By Feliz Solomon
January 10, 2017

An Internet blackout in the normally well-connected Marshall Islands has been extended indefinitely as maintenance workers attempt to repair an underwater fiber optic cable that services the Pacific archipelago.

The small island country has been mostly offline for more than 10 days now, and users have reportedly suffered “Internet withdrawals” since the government forced them to quit social media “cold turkey” to save what little bandwidth has been left available during the maintenance.

According to the Australian Broadcasting Corp. (ABC), phone and Internet communications have relied on satellite networks since the repairs began in late December. The satellites can only provide about 3% of the bandwidth usually supplied by the cable, which offers a high-speed connection that mostly carries U.S. military communiqués.

Work on the cable was originally supposed to wrap up by Jan. 8, ABC reports, but engineers have encountered setbacks.

“I’ve been told that locating the repair site is like finding a pin head in a 3-mile stretch of cable,” National Telecommunications Authority chief Tommy Kijiner Jr. said on Radio Australia, according to ABC. He added that, while there may be some frustration over the digital hiatus, “most people have been really cooperative.”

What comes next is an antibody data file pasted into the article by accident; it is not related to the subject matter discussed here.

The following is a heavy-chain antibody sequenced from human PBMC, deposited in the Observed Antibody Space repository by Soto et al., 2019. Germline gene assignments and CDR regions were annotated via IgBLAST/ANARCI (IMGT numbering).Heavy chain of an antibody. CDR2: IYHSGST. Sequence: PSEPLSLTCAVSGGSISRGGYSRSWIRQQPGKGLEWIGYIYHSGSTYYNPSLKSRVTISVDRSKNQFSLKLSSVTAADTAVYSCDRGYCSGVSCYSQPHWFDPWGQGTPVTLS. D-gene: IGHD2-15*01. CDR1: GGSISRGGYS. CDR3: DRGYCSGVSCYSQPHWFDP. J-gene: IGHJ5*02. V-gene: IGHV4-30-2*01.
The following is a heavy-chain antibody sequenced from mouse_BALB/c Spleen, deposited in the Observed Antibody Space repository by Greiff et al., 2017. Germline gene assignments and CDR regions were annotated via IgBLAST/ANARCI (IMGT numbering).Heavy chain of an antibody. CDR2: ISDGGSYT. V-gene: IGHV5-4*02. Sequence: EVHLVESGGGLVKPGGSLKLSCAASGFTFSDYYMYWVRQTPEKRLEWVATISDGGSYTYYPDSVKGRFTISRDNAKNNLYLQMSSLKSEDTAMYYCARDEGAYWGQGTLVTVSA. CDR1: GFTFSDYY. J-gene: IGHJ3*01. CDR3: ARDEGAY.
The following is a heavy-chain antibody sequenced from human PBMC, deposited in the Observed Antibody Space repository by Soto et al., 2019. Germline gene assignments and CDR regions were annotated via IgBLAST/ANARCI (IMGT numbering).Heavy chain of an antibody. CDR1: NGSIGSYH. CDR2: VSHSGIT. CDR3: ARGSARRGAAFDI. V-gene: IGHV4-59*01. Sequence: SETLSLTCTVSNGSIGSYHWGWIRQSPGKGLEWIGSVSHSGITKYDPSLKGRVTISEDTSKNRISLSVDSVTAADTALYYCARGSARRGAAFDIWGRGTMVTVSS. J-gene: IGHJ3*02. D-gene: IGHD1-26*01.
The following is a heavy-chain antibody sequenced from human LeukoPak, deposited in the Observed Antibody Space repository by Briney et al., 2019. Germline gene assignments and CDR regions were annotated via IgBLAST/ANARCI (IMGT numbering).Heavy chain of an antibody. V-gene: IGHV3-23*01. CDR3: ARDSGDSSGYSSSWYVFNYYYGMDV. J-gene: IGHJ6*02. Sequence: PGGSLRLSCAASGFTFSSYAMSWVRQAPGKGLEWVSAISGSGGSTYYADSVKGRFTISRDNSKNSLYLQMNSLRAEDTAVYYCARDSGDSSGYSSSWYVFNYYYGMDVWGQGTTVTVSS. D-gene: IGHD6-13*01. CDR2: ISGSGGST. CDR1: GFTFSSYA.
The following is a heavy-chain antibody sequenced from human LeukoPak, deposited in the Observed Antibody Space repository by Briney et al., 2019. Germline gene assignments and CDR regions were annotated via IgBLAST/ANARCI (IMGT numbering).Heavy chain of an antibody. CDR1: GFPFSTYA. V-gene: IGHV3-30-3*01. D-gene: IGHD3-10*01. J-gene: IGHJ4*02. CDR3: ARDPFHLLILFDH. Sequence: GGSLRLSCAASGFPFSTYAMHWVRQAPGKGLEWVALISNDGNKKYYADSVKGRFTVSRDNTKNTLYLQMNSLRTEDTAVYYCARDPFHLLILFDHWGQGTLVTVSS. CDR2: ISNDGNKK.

Marshall Islands President Hilda Heine reportedly told the country’s parliament during her state of the nation address last week that many Marshallese, as locals are called, were exhibiting symptoms of withdrawal.

“I guess it is human nature that people just want to check up on what’s going on with their Facebook sites but it’s been tough — people just cannot do without the speed and reliability the fiber-optic cable affords them,” telecoms chief Kijiner said. “It changes everything.”

[ABC]

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